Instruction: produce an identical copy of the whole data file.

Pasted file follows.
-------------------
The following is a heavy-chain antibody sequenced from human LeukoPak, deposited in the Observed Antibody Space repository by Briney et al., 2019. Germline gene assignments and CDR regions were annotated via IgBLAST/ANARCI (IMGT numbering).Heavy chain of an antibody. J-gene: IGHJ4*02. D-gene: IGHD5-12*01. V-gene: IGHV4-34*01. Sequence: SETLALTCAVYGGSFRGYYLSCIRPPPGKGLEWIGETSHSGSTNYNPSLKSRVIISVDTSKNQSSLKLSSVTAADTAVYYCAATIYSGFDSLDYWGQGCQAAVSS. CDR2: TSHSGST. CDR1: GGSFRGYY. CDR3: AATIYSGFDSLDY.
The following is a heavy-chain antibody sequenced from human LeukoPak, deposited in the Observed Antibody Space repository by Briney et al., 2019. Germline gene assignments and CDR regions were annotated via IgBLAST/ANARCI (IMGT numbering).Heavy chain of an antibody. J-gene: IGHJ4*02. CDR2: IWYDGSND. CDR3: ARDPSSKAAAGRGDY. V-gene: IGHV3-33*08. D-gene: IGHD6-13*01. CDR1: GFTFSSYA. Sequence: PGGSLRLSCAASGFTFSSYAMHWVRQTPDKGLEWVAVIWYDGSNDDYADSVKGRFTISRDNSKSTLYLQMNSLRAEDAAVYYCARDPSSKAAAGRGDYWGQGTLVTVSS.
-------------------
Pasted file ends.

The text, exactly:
The following is a heavy-chain antibody sequenced from human LeukoPak, deposited in the Observed Antibody Space repository by Briney et al., 2019. Germline gene assignments and CDR regions were annotated via IgBLAST/ANARCI (IMGT numbering).Heavy chain of an antibody. J-gene: IGHJ4*02. D-gene: IGHD5-12*01. V-gene: IGHV4-34*01. Sequence: SETLALTCAVYGGSFRGYYLSCIRPPPGKGLEWIGETSHSGSTNYNPSLKSRVIISVDTSKNQSSLKLSSVTAADTAVYYCAATIYSGFDSLDYWGQGCQAAVSS. CDR2: TSHSGST. CDR1: GGSFRGYY. CDR3: AATIYSGFDSLDY.
The following is a heavy-chain antibody sequenced from human LeukoPak, deposited in the Observed Antibody Space repository by Briney et al., 2019. Germline gene assignments and CDR regions were annotated via IgBLAST/ANARCI (IMGT numbering).Heavy chain of an antibody. J-gene: IGHJ4*02. CDR2: IWYDGSND. CDR3: ARDPSSKAAAGRGDY. V-gene: IGHV3-33*08. D-gene: IGHD6-13*01. CDR1: GFTFSSYA. Sequence: PGGSLRLSCAASGFTFSSYAMHWVRQTPDKGLEWVAVIWYDGSNDDYADSVKGRFTISRDNSKSTLYLQMNSLRAEDAAVYYCARDPSSKAAAGRGDYWGQGTLVTVSS.